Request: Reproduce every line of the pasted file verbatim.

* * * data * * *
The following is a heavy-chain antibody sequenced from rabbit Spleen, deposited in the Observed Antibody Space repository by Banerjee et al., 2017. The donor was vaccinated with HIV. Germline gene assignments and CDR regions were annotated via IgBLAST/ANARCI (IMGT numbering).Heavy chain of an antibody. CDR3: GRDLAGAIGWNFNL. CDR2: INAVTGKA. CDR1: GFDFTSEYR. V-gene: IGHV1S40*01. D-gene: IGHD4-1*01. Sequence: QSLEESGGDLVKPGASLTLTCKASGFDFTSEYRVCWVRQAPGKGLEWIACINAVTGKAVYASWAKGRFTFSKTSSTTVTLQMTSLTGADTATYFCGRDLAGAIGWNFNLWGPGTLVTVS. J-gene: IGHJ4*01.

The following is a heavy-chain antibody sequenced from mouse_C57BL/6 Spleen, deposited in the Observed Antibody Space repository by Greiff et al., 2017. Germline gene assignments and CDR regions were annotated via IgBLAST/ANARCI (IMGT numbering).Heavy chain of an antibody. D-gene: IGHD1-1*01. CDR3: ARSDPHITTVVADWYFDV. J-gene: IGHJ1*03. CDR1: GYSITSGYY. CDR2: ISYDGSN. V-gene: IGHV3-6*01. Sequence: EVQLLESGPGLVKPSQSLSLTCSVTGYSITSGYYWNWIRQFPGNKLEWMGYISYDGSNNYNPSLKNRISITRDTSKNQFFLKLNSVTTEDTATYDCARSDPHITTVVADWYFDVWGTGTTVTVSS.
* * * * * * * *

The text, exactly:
The following is a heavy-chain antibody sequenced from rabbit Spleen, deposited in the Observed Antibody Space repository by Banerjee et al., 2017. The donor was vaccinated with HIV. Germline gene assignments and CDR regions were annotated via IgBLAST/ANARCI (IMGT numbering).Heavy chain of an antibody. CDR3: GRDLAGAIGWNFNL. CDR2: INAVTGKA. CDR1: GFDFTSEYR. V-gene: IGHV1S40*01. D-gene: IGHD4-1*01. Sequence: QSLEESGGDLVKPGASLTLTCKASGFDFTSEYRVCWVRQAPGKGLEWIACINAVTGKAVYASWAKGRFTFSKTSSTTVTLQMTSLTGADTATYFCGRDLAGAIGWNFNLWGPGTLVTVS. J-gene: IGHJ4*01.

The following is a heavy-chain antibody sequenced from mouse_C57BL/6 Spleen, deposited in the Observed Antibody Space repository by Greiff et al., 2017. Germline gene assignments and CDR regions were annotated via IgBLAST/ANARCI (IMGT numbering).Heavy chain of an antibody. D-gene: IGHD1-1*01. CDR3: ARSDPHITTVVADWYFDV. J-gene: IGHJ1*03. CDR1: GYSITSGYY. CDR2: ISYDGSN. V-gene: IGHV3-6*01. Sequence: EVQLLESGPGLVKPSQSLSLTCSVTGYSITSGYYWNWIRQFPGNKLEWMGYISYDGSNNYNPSLKNRISITRDTSKNQFFLKLNSVTTEDTATYDCARSDPHITTVVADWYFDVWGTGTTVTVSS.